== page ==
The Pitt County Development Commission participated in a business mission to Brazil last year to promote the region as an investment location. One Brazilian company, Ioto USA LLC, is currently operating in Pitt County, and several local companies are providing services to Brazil, she noted. The Brazilian-American chamber in Atlanta helped connect Ms. Andrews’ organization with some North Carolina chamber members to discuss Brazilian trade issues, she said.
Erich Schmid, who is helping to operate the North Carolina chapter of the chamber, told GlobalAtlanta that Brazilian companies are increasingly locating in that state, although the economic downturn has hurt investment over the past several years.
Still, Brazilian Consul General Adalnio Ganem, who opened the Brazilian Consulate General in Atlanta in 2008, encouraged Brazilian Chamber President Lucia Jennings to open chapters of the chamber in other southeastern states, including North Carolina.
There are six Brazilian companies in the Charlotte region, including auto parts supplier Sabo USA Inc., where Reinaldo Panico Peres, co-organizer of the Brazilian chamber’s North Carolina chapter, is executive vice president. He and Mr. Schmid are hoping to drum up more interest for North Carolina companies to do business with Brazil and for Brazilian companies to invest in the region.
Brazilian companies are opening operations in North Carolina and Georgia because Brazil’s economy is currently very strong, and those Southeastern states have been “particularly proactive,” Mr. West said.
He reiterated, however, that Atlanta cannot be compared with Charlotte or Greenville because “the cities are in different growth stages. Atlanta is just much, much bigger and much more advanced,” with its extensive consular system, customs facilities, research laboratories and the busiest airport in the world, he said.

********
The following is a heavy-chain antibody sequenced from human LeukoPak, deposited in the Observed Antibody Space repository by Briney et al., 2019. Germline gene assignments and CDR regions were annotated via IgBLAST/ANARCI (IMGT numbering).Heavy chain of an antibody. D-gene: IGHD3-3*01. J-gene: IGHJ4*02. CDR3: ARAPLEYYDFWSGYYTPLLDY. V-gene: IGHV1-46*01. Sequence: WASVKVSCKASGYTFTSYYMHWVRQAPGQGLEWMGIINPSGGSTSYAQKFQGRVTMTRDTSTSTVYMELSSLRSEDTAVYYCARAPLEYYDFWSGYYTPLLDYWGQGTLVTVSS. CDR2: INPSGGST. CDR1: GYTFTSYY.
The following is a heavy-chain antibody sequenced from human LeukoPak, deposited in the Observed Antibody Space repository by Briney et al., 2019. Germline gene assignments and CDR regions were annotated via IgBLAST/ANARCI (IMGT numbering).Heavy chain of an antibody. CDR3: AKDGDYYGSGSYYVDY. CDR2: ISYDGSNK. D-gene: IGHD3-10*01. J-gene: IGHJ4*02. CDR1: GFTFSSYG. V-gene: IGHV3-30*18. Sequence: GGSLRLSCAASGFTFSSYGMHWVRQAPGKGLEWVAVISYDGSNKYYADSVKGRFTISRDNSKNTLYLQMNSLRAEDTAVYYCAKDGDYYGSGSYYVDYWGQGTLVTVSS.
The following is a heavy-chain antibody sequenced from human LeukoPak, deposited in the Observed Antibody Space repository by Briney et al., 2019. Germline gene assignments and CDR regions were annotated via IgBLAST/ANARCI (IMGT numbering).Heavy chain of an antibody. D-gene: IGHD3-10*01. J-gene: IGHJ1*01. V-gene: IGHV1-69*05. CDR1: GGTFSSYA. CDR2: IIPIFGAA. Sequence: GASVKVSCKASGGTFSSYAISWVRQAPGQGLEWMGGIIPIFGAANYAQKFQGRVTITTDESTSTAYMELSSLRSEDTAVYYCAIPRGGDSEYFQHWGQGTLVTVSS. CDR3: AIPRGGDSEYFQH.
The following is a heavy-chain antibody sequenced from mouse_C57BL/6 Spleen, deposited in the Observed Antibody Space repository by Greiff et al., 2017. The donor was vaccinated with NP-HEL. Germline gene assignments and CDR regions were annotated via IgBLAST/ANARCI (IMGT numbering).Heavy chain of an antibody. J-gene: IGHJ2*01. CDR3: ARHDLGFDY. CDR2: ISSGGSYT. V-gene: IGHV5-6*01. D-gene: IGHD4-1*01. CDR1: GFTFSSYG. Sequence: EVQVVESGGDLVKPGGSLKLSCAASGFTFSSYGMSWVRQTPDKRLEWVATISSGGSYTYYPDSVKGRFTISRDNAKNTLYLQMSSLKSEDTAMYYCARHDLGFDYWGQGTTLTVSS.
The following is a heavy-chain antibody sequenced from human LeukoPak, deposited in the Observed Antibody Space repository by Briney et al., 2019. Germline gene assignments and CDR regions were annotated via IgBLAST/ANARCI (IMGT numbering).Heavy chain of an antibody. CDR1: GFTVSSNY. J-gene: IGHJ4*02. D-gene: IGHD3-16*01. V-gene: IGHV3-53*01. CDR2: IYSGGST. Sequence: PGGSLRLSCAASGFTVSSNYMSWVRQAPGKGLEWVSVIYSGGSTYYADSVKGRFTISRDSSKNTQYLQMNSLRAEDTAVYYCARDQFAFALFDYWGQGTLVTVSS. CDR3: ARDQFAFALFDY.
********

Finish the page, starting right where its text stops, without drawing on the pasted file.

But international companies might choose Charlotte or Greenville over Atlanta if the incentive package, utilities grid or other factors, including the existing industry cluster, were a good fit, Mr. West said.
“There are a huge number of foreign companies we’ve never heard of surrounding the auto industry, for example, that are going to small towns like Lincolnton, N.C.” Some companies find a specific adviser who guides them to invest in a certain location, and then they bring other companies with them, he added. “Each foreign direct investment case is individual, but all of the Southeast is a terrific target.”
The American Cities of the Future 2011/12 report ranked 405 cities in the Americas according to their economic potential, cost effectiveness, human resources, quality of life, infrastructure, business friendliness and foreign direct investment promotion strategy.
Atlanta ranked No. 7 in foreign-investment strategy and No. 5 overall among major cities. Charlotte ranked No. 2 in FDI strategy and No. 3 overall among large cities with populations of 250,000-750,000. Greenville, N.C., ranked No. 4 overall and No. 5 in FDI strategy among micro-cities of less than 100,000.
The fDi Magazine study’s rankings were based on information provided by the participating cities, and judging was done by an independent panel.
Houston was the top-ranked major city for FDI strategy; Victoria, British Columbia, was the No. 1 large city for FDI; Huntsville, Ala., won the top slot among small cities’ FDI strategies, and Fredericton, New Brunswick, was the No. 1 micro-city for FDI promotion. Not to be confused with Greenville, N.C., Greenville, S.C., was listed above Greenville, N.C., No.3 versus No. 4, in the micro-city category.
Criteria for FDI promotion strategy rankings included cities’ staff training programs and the number of staff dedicated to promoting inward investment, current FDI initiatives, availability of information on high-growth sectors’ inward investment potential, incentives for investors, infrastructure and planning projects, and the city’s vision for achieving its full FDI potential and becoming a “city of the future.”
For more information go to www.charlotteusa.com; www.locateincarolina.com; Alexis Gordon, Charlotte International Cabinet, 704.336.2174, http://charmeck.org/city/charlotte/; Jorge Fernandez: 404.880.9000, firstname.lastname@example.org; Robert West: 404.202.9808, email@example.com; David Swenson, Charlotte Regional Partnership: 704 347-8942, firstname.lastname@example.org; Kelly Andrews, Pitt County-Greenville Development Commission: 252 758-1989, email@example.com